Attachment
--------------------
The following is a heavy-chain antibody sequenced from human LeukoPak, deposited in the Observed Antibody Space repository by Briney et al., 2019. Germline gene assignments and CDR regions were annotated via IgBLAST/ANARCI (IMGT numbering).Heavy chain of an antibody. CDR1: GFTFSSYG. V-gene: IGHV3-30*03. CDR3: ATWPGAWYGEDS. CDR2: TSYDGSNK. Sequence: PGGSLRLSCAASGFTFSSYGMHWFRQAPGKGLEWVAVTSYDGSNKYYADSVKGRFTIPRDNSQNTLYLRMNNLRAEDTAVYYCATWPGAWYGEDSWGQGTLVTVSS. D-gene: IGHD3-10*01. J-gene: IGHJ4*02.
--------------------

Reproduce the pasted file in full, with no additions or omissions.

The following is a heavy-chain antibody sequenced from human LeukoPak, deposited in the Observed Antibody Space repository by Briney et al., 2019. Germline gene assignments and CDR regions were annotated via IgBLAST/ANARCI (IMGT numbering).Heavy chain of an antibody. CDR1: GFTFSSYG. V-gene: IGHV3-30*03. CDR3: ATWPGAWYGEDS. CDR2: TSYDGSNK. Sequence: PGGSLRLSCAASGFTFSSYGMHWFRQAPGKGLEWVAVTSYDGSNKYYADSVKGRFTIPRDNSQNTLYLRMNNLRAEDTAVYYCATWPGAWYGEDSWGQGTLVTVSS. D-gene: IGHD3-10*01. J-gene: IGHJ4*02.